(Tim Boyle/Getty)

A study of California’s 30 largest school districts finds the recession has taken a hard hit on public education. Teacher layoffs, fewer counselors, increased demand for free and reduced-price meals has stressed California’s schools according to the report by an education non-profit. Forum discusses the findings and how schools can compensate.

Guests:
Louis Freedberg, executive director of EdSource, an independent non-profit research and reporting organization
Bruce Fuller, professor of education and public policy at U.C. Berkeley
Ann Hughes, 4th grade teacher at Hillcrest Elementary School in San Francisco.
Jonathan Raymond, superintendent of Sacramento Unified School District

  • PrintDrachmas

    The straw that broke the camel’s back was and is the real estate bubble in California. If home prices had been lower, workers such as teachers and counselors would have been cheaper. Everyone is dealing with the repercussions of speculators taking over the political system and the Federal Reserve (meaning Alan Greenspan), to the detriment of people who work and save.

    • Much like the our recent foreclosure crisis had individuals who did not consider the impact of their actions on others as much as they should have & also lacked transparency, the Board of Directors for Civicorps Elementary are voting Tonight whether or not to close the school after having given those enrolled notice of the vote only last Thursday & no earlier indication this was a possibility (in fact, they even canceled earlier community meetings) Please learn more &/or sign our online petition at

      http://tinyurl.com/SaveCivicorps

  • If you are concerned about the state of public schools in California, please go to: http://www.educateourstate.org 
    We can no longer fundraise our way out of this crisis.  

  • Kenoli Oleari

    There is a ballot initiative in West Contra Costa to raise money for school but it only focuses on “core curriculum,” reading and science.  No money for music, art, counseling and other core needs for students.  We would never pay for a bridge that didn’t meet basic safety standards; why aren’t we treating out children as well?  What is the story here?  I get the sense that many legislators, especial Republican legislators don’t think a good education is important.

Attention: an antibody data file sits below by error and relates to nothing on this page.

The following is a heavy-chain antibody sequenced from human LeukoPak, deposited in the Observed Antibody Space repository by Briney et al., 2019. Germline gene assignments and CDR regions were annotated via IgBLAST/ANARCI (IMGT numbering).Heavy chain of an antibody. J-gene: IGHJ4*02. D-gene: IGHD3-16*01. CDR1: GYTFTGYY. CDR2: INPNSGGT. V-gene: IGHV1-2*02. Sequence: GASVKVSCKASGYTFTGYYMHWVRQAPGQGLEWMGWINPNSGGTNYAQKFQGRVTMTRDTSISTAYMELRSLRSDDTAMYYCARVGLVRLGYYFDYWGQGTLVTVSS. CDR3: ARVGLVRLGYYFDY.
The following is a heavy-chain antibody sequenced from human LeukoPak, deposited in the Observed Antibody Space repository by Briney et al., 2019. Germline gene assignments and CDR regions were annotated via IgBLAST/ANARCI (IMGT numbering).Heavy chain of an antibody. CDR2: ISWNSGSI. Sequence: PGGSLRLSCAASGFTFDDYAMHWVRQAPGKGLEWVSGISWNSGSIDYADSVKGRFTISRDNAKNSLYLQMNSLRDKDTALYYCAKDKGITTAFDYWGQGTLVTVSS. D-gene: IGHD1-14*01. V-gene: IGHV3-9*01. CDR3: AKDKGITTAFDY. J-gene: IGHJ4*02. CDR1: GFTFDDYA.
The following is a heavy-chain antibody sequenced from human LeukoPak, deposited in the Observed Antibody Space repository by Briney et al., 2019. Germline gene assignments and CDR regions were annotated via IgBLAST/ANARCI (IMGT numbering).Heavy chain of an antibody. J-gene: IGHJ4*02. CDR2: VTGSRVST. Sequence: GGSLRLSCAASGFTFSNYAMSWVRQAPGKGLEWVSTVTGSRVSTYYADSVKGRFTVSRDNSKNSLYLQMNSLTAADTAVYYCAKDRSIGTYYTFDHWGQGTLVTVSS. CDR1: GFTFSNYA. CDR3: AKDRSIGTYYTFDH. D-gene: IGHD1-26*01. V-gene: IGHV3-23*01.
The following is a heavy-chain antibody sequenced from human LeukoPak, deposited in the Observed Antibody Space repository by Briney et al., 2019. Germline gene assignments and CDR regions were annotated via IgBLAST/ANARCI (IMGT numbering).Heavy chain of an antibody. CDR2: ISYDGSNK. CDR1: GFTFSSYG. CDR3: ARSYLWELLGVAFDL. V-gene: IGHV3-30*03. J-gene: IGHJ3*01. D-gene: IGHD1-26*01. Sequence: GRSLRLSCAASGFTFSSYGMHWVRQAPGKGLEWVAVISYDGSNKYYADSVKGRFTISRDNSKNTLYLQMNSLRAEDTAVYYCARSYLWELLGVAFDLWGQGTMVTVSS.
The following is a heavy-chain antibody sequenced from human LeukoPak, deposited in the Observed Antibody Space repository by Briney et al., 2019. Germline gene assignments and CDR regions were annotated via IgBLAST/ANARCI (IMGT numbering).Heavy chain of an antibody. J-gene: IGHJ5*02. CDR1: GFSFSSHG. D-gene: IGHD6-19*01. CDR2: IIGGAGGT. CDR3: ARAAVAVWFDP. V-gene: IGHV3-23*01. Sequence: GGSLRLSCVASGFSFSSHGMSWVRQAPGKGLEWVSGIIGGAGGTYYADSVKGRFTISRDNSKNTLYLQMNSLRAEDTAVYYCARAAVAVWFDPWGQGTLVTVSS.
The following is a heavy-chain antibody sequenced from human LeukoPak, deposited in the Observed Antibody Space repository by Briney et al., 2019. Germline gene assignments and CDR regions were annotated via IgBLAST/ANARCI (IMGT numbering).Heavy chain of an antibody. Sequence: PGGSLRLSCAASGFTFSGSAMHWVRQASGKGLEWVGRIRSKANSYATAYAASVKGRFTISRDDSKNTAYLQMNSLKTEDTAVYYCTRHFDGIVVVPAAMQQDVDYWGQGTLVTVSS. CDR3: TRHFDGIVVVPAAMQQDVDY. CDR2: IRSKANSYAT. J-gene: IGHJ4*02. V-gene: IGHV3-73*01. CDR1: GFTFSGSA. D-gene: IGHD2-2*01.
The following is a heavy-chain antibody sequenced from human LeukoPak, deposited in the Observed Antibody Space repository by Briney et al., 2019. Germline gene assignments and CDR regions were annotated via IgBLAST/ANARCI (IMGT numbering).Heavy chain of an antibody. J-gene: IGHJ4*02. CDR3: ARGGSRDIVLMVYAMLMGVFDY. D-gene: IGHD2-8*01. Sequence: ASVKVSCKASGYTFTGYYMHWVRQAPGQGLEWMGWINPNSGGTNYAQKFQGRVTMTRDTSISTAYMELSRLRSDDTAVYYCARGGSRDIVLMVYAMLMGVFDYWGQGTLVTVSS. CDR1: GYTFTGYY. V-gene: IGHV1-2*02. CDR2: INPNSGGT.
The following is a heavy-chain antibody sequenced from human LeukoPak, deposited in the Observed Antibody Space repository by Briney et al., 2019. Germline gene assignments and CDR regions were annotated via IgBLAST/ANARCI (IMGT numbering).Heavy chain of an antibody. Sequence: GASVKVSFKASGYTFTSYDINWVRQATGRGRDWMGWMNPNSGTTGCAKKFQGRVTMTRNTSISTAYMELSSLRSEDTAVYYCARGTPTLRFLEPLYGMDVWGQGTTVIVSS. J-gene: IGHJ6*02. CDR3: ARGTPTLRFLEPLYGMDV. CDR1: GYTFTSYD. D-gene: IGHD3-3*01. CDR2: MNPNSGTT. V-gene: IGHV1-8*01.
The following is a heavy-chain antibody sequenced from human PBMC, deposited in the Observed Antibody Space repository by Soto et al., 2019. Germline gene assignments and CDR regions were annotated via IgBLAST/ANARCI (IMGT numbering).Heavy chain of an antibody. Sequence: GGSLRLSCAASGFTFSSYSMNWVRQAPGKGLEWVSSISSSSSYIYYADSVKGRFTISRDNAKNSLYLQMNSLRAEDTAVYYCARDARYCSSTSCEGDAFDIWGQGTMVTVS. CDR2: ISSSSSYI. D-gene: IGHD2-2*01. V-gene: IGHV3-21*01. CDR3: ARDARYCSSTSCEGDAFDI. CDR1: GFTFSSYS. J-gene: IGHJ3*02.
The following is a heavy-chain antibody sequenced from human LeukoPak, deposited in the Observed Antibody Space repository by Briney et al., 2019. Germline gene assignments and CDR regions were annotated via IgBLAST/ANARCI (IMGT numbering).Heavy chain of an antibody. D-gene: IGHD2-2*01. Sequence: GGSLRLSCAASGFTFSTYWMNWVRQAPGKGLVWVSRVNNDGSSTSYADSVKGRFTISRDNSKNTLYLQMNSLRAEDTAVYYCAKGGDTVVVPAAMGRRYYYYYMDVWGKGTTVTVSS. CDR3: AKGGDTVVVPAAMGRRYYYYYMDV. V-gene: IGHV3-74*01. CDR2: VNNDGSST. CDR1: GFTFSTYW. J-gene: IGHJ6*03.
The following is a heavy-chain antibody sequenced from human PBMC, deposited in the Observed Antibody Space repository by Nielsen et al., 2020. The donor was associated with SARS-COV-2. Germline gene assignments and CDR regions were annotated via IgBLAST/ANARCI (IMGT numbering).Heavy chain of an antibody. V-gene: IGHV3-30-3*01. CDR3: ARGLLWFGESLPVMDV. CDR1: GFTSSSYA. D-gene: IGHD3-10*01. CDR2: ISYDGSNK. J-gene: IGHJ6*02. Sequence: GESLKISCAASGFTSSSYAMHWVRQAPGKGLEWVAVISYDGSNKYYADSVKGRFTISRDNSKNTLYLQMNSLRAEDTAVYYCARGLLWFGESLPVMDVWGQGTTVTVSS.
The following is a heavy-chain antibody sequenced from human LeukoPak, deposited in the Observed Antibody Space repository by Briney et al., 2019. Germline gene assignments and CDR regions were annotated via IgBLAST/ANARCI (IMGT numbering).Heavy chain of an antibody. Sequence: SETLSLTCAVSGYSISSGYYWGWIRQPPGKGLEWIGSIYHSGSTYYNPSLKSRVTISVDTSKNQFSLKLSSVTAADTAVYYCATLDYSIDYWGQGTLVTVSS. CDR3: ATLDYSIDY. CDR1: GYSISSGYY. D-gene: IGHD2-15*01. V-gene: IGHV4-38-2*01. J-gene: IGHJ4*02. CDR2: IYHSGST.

During the dictatorship, Portugal took on a policy against educating their population.  Today Portugal continues to suffer because it doesn’t have an educated population able to support meaningful economic development.  Ireland went through some similar economic challenges as Portugal but was able to pull itself out because it had an educated population.

    –Kenoli Oleari, El Sobrante

    • Good points! Civicorps Elementary agrees art, music & counseling are important also & have ensured they’re a part of the school; however, the Board of Directors has shirked it’s responsibility to the school by announcing last Thursday that they would vote Tonight whether or not to close the school (with no other notice, even previously canceling community meetings so we were taken completely by surprise when it’s too late to apply anywhere else!) Please learn more &/or sign our petition at

      http://tinyurl.com/SaveCivicorps

  • Guest

    I would like to hear actual numbers as far as where the revenues come from, how it is spent and how the proposed tax increases will be spent. 

    • Reina G.

      I would too. Once again this feels like ballot budgeting and once again we must fund education, which I don’t mind doing, but where’s the money we have already approved?

  • Roy-in-Boise

    Schools all over America are in a fiscal crisis. Certainly many states do undervalue education. Equally important it should be noted is that for the majority of students the education they receive in K-12 is all that they ever formally receive in many areas including citizenship skills. This leads us to ask the next question: Where do low information voters come from?

  • Blairtaffuri

    I am about to begin a teacher credential program. Ill be receiving my credential in around two years from now. Do you foresee this crisis changing within.that time or becoming worse?

  • Dayna

    As we head into the Presidential election, I am shocked that issues like education are not more at the forefront.  California is suffering from the untenable cuts, year after year – but so is the rest of the nation.  As a parent of 3 kids who attend public schools in the south bay, I don’t understand why more Americans aren’t standing up to say enough is enough.  Why are we more concerned about budget deficits than we are deficits in education our population?  For sure, we should ‘live within our means’, etc., but we are going to pay BIG TIME for generations to come, if we short-change this current generation of a decent education.  Our economy, our standing in the world, crime, you name it – so much of a society builds upon solid public schools.